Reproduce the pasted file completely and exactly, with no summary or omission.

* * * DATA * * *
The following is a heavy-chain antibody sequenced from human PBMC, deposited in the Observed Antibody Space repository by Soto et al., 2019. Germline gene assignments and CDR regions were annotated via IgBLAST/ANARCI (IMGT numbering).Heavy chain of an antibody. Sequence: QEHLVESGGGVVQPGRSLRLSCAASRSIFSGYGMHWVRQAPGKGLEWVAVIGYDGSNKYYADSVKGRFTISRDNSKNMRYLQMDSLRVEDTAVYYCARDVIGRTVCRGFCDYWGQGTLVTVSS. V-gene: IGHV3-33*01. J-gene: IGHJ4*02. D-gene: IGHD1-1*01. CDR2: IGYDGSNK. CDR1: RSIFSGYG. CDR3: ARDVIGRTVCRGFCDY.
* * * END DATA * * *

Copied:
The following is a heavy-chain antibody sequenced from human PBMC, deposited in the Observed Antibody Space repository by Soto et al., 2019. Germline gene assignments and CDR regions were annotated via IgBLAST/ANARCI (IMGT numbering).Heavy chain of an antibody. Sequence: QEHLVESGGGVVQPGRSLRLSCAASRSIFSGYGMHWVRQAPGKGLEWVAVIGYDGSNKYYADSVKGRFTISRDNSKNMRYLQMDSLRVEDTAVYYCARDVIGRTVCRGFCDYWGQGTLVTVSS. V-gene: IGHV3-33*01. J-gene: IGHJ4*02. D-gene: IGHD1-1*01. CDR2: IGYDGSNK. CDR1: RSIFSGYG. CDR3: ARDVIGRTVCRGFCDY.